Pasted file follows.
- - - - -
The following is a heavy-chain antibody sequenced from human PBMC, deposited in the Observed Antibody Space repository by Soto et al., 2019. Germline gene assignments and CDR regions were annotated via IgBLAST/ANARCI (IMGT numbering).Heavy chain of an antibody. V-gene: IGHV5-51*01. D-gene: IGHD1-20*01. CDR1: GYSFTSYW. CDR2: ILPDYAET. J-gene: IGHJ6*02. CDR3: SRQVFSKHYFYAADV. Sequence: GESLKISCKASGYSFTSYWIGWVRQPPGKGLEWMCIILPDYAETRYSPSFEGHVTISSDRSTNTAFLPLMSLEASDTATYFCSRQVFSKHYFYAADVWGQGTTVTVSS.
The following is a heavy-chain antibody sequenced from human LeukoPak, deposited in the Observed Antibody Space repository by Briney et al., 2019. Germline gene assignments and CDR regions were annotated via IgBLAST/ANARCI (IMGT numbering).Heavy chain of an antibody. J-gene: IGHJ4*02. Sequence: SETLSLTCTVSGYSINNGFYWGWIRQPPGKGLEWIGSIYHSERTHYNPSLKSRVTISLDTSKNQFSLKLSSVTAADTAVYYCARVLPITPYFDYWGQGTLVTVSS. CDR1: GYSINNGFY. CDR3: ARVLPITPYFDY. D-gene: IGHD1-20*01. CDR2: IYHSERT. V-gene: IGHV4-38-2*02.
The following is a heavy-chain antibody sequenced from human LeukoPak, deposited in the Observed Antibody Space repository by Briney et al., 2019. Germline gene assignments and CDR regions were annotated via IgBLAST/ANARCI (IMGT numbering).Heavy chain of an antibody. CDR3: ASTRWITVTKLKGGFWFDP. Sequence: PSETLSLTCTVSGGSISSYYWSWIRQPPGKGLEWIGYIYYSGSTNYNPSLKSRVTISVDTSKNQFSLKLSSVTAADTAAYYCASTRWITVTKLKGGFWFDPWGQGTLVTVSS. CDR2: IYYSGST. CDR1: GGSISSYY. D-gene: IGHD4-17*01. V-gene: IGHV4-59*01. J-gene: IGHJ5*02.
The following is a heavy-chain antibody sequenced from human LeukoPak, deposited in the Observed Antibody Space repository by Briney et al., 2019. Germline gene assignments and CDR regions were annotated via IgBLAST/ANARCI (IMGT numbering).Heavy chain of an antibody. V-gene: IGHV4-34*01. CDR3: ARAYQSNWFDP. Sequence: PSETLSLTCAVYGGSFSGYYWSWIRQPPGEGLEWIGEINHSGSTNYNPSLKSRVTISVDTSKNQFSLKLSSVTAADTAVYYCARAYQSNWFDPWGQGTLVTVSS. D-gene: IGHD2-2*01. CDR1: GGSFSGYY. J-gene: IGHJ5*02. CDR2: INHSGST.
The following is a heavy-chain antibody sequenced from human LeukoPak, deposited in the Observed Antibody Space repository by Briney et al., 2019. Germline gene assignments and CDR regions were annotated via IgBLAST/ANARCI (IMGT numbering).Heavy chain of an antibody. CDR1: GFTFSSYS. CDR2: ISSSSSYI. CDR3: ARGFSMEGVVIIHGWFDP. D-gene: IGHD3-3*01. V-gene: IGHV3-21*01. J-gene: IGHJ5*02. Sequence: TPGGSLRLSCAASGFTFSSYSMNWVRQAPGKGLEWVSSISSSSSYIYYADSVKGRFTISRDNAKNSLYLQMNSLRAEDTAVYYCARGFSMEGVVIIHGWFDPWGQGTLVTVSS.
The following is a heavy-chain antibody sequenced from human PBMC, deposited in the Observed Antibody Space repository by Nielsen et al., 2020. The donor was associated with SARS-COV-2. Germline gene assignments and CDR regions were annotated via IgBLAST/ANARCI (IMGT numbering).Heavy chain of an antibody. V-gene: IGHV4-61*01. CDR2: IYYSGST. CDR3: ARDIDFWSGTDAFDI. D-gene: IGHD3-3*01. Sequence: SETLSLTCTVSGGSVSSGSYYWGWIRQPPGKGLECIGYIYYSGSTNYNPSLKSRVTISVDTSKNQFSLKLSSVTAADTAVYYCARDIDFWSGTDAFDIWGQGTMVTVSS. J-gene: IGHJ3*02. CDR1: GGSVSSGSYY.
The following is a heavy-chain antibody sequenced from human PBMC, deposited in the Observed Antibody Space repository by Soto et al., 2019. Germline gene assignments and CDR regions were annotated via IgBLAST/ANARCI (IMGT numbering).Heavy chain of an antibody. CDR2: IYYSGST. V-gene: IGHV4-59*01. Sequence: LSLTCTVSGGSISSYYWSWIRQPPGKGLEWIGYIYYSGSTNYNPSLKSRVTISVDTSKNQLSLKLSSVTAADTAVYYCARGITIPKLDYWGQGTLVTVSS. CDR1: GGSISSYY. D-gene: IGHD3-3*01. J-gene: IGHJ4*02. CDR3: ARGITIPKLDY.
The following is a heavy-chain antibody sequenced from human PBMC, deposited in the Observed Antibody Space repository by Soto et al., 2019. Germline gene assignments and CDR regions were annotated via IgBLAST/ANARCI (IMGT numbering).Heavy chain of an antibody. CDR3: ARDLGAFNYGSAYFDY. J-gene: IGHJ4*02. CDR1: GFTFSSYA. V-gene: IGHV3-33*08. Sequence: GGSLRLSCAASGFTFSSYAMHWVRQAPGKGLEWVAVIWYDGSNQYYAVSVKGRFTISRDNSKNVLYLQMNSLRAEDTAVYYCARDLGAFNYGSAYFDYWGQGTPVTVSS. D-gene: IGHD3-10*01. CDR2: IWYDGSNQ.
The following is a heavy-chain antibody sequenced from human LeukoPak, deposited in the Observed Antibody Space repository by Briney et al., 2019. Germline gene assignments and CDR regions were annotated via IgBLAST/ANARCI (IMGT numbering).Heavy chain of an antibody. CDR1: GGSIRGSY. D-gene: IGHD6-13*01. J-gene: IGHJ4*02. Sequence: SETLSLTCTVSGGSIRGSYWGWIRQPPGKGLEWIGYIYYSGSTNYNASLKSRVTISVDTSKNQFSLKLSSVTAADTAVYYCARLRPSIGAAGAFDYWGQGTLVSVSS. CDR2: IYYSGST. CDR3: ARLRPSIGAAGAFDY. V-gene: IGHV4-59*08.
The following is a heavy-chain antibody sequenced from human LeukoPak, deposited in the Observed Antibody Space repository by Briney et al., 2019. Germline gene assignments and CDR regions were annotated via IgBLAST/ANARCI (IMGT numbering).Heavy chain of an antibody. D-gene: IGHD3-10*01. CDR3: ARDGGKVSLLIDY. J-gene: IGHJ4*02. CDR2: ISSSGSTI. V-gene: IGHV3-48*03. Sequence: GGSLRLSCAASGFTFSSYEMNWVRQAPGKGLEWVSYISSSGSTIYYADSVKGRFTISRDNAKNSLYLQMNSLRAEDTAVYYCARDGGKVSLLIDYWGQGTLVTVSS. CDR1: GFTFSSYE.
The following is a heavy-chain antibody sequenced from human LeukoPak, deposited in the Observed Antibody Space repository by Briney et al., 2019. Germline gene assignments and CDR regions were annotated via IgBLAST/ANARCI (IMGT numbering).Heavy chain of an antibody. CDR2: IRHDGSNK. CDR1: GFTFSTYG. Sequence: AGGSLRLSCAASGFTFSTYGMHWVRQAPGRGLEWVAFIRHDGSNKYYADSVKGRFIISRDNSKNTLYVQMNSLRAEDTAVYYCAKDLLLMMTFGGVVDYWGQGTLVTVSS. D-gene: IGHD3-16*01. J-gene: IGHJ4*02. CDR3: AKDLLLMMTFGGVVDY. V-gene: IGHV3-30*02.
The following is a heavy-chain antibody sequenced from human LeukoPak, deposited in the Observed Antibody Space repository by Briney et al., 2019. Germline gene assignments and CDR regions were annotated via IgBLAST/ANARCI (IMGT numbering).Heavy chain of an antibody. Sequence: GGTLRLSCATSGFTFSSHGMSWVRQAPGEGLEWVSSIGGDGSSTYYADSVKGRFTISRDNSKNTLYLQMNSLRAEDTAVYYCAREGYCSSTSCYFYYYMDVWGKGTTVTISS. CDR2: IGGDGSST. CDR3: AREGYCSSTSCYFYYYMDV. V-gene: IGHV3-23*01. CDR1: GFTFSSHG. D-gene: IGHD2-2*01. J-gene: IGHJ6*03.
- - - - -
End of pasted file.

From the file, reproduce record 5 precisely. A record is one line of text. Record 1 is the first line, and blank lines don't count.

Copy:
The following is a heavy-chain antibody sequenced from human LeukoPak, deposited in the Observed Antibody Space repository by Briney et al., 2019. Germline gene assignments and CDR regions were annotated via IgBLAST/ANARCI (IMGT numbering).Heavy chain of an antibody. CDR1: GFTFSSYS. CDR2: ISSSSSYI. CDR3: ARGFSMEGVVIIHGWFDP. D-gene: IGHD3-3*01. V-gene: IGHV3-21*01. J-gene: IGHJ5*02. Sequence: TPGGSLRLSCAASGFTFSSYSMNWVRQAPGKGLEWVSSISSSSSYIYYADSVKGRFTISRDNAKNSLYLQMNSLRAEDTAVYYCARGFSMEGVVIIHGWFDPWGQGTLVTVSS.